FWHITW: Chef Love, what do you think about the Austin Food & Wine Festival?
Chef Love: This is fantastic, and what a great place to host the best in the culinary world - right on the banks of the Colorado River. Plus, I'm glad to see such prestigious people here like Marcus Samuelsson, Andrew Zimmern, and you, FWHITW blogger. Want a shot of Tuaca?
FWHITW: Well thank you Chef, you're too nice. Can I also have free food at Woodshed?
Chef Love: You've been paying? My bad, from now on, just let them know who you are and all meals will be on the house.
FWHITW: Again, you're too nice. Yes, I'll take another shot of Tuaca. Do you do this in every interview?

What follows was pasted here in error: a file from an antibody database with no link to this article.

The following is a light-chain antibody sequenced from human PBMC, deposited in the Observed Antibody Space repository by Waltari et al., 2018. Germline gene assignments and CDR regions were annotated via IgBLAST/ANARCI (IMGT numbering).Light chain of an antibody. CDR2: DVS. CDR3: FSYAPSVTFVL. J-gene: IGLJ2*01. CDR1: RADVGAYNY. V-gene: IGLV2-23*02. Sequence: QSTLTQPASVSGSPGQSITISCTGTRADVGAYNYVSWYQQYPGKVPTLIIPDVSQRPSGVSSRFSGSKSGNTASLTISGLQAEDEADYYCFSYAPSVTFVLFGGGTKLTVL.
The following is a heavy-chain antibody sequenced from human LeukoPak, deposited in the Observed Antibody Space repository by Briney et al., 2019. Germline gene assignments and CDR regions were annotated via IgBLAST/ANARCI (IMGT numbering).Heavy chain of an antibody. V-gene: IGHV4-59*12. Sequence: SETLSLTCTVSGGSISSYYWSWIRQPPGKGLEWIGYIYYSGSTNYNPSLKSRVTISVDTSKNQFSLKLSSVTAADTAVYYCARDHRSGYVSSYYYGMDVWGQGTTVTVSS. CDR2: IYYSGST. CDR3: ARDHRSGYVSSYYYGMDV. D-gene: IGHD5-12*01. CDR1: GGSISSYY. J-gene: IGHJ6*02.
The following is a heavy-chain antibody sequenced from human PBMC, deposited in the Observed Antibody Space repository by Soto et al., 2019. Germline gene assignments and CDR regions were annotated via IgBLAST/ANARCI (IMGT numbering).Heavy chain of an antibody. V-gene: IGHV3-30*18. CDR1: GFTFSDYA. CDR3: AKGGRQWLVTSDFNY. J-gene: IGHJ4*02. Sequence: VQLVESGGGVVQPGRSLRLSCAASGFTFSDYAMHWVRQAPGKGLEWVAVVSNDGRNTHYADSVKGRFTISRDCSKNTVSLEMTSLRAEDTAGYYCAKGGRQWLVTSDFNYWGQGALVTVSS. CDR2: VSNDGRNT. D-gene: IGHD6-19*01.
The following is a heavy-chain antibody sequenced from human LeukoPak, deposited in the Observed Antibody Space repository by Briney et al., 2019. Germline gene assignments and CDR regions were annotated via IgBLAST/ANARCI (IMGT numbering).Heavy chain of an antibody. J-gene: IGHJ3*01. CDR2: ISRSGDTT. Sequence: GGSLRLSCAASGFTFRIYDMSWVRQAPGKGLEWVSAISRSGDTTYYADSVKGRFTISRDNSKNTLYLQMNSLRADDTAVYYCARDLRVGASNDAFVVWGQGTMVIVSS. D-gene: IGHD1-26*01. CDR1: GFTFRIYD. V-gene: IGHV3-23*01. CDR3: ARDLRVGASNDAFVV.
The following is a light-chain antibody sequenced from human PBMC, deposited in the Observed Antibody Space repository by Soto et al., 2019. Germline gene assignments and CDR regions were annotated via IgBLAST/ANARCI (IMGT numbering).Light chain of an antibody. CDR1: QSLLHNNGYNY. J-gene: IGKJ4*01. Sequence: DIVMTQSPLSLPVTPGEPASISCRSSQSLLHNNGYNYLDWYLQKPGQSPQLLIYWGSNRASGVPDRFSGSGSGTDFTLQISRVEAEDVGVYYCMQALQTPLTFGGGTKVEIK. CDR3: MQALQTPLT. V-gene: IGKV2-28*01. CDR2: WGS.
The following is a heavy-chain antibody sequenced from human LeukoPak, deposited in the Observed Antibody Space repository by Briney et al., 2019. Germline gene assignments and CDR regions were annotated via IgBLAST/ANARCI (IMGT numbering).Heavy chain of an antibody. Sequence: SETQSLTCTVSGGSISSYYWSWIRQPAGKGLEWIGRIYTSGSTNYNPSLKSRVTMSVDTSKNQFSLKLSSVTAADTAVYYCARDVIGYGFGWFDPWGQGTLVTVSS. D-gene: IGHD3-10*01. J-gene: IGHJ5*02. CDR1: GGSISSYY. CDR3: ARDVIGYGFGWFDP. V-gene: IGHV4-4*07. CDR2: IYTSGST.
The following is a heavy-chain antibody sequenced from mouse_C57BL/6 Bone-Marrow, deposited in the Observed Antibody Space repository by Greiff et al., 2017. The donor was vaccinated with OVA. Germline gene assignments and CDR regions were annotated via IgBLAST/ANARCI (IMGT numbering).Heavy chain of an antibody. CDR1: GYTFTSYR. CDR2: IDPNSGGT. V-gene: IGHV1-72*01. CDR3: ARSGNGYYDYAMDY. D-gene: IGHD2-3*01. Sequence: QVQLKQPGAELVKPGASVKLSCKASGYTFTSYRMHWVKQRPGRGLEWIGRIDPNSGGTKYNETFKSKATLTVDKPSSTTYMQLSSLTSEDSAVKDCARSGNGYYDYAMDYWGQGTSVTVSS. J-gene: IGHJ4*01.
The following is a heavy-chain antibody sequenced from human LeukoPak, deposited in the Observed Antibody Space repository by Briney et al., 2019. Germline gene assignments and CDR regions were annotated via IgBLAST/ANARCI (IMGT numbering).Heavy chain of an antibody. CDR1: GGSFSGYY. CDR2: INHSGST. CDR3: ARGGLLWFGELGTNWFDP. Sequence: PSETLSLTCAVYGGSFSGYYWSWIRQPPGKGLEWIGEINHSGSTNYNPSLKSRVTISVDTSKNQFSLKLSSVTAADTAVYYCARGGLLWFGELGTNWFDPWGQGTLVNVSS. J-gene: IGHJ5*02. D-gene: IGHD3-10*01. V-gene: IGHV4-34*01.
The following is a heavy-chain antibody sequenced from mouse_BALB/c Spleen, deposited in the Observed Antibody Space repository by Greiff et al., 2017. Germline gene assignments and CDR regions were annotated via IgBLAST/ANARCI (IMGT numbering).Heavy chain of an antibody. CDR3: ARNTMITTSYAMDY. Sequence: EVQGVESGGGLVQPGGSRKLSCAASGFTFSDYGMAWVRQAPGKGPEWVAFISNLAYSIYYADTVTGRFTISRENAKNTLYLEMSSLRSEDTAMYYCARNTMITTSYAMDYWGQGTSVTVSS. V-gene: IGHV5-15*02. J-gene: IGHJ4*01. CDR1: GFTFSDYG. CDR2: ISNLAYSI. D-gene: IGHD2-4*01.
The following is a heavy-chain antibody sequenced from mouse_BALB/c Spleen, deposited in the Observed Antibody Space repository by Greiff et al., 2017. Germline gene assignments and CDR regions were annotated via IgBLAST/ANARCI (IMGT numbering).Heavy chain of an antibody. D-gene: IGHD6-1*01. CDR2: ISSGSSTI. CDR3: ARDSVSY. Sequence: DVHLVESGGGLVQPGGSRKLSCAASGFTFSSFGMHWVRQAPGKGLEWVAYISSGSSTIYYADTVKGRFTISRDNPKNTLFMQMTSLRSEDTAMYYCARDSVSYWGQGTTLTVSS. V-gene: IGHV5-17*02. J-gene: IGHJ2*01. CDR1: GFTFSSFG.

Chef Love: If by interview you mean fifteen minute interval, then yes.
Along with made-up, self-serving interviews with me, the Chef also provided a massive grilling demonstration, complete with grills for many attendees to work along on. His presence was pretty well felt throughout the entire festival as he joked with chefs during their demonstrations and captured people's attention during his two big lessons at the grill. Maybe some of that enthusiasm will translate to the Fort Worth Festival.
|They were just asked to cheer if they think Chef Love should keep his promise to FWHITW. That bottle in this guy's hand had nothing to do with his enthusiastic support for free food.|